Tuesday, October 14, 2008

Integration (#4) — Taking Time

Time is a strange phenomenon. From the “natural” end, Einstein’s theories of relativity become part of a discussion that quickly goes beyond my abilities. Yet the bit I do grasp has drawn me into reflection on the “spiritual” implications (remembering that the “natural” and the “spiritual” are two facets of a whole, and the division is more of a testimony to our limitations than a description of reality.) I’ll go further with that in the next post, developing some of the implications in light of the Christian belief in the resurrection of the body and the life everlasting.

For a starter, we should keep in mind that God is not bound by time but exists outside of time, and our understanding of time is part of the whole created order that is beyond us. Yet even as those things are true, we do live in a consciousness of past, present and future.

This particular topic was refreshed in my mind recently when I read the currently popular novel by William P. Young, The Shack (Windblown Media, 2007). The main character, Mack, is having a conversation with Jesus, who asks whether humans were designed to live in the present or the past or the future. Mack correctly guesses the present, but then Jesus presses a second question and wants to know where Mack spends his own mind-imagination time: in the present, or in the past, or in the future. Mack truthfully confesses that he spends very little time in the present, but rather in the past or trying to figure out the future. And Mack is no different than most people.

Many people live in the past because they see it as being (through some white-washed hindsight) so good. I have known people who are always harkening back to some “glory” days of college, or when the kids were young, or even to high school. Other people live in the past because it was so bad. Abuse and tragedy can so damage a person that the pain takes over as an identity. For people of either motivation, glorified or horrified, the present is always overshadowed by the past.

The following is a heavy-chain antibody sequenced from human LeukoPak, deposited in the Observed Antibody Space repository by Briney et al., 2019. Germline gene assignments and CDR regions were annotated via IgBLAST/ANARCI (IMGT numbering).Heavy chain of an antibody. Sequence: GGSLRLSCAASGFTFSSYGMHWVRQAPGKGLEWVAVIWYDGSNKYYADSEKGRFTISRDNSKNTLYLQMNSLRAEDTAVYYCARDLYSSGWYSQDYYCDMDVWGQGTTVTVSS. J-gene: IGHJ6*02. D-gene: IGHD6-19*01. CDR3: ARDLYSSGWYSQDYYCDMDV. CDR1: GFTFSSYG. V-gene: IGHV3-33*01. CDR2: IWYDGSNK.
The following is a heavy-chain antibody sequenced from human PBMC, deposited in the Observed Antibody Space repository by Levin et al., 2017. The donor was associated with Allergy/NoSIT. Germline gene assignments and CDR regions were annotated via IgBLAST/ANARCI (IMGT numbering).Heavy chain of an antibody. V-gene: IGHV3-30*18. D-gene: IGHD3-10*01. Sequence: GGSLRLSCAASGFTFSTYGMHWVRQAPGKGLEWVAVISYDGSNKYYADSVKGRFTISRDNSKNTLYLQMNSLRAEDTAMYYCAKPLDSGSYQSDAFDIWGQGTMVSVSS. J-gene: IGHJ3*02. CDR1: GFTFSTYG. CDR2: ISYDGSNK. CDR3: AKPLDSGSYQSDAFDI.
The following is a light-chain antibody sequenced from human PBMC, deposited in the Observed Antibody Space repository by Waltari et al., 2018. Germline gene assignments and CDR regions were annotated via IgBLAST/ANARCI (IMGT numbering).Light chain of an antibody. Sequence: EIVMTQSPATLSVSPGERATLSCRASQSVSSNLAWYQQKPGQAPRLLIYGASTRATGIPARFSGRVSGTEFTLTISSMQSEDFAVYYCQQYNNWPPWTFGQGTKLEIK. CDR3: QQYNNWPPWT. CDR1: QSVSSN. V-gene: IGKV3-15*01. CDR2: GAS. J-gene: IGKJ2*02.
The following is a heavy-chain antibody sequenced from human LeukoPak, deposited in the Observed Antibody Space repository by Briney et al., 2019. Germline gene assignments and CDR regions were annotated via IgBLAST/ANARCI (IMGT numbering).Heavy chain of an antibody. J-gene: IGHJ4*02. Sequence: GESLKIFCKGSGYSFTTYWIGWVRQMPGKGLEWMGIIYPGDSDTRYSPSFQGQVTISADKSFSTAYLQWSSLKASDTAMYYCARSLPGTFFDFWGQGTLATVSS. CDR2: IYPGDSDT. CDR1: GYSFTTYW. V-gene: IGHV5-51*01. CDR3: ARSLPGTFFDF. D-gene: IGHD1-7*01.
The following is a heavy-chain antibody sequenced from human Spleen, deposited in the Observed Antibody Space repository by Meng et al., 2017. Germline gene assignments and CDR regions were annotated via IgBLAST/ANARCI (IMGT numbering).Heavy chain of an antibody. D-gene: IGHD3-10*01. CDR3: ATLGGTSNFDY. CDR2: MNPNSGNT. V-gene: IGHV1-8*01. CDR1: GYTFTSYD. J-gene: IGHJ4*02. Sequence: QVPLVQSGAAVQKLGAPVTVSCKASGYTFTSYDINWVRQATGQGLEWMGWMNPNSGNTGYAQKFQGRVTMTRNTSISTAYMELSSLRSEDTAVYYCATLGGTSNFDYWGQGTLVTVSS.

Some people live in the future in an unhealthy way. They think their lives will be “fixed” and happiness will come “when I can get this” or “when I can move there (or at least away from ‘here’)" or "when I can do that.” This makes an idol of some idealistic circumstance (which usually never comes, and if it does, cannot deliver the projected promise). This also breeds chronic dissatisfaction with the present.

There is one way that a future look is good and biblical. I call it the eschatological perspective, which focuses on what God has promised His people so that we can live in the present in the hope of a reality that goes beyond temporal limitations. This means, however, truly believing that the Lord is with us now — Immanuel — God with us.

God has redeemed our past and secured our future so that we can be close to Him in the present — now. This point — made in the novel by Jesus as the conversation with Mack continues — is based on the implications of the word "today" throughout the letter to the Hebrews (e.g., 3:7,13,15; 4:7; 13:8). God dwells with us in the present — the eternal present — when we begin to comprehend the integration of time with eternity.

One contemporary musician whose compositions edify me has written the following lines (as if spoken by the Lord):

My joy is in the journey, not in the journey’s end.
If you seek tomorrow, well then you have missed the lesson.
Be present to the present and your eyes will open wide;
At that moment you will see me by your side, by your side.
(from: “I Am Beside You” on the album, Be Still, David Kauffman, Good for the Soul Music, San Antonio, TX, 2002)

There is an integration of past and future into the present so that we live in a consciousness of walking with Jesus in the now. God made us for an intimate relationship with Himself, and intimacy is always lived in the moment — the eternal present, which is one way to understand salvation.

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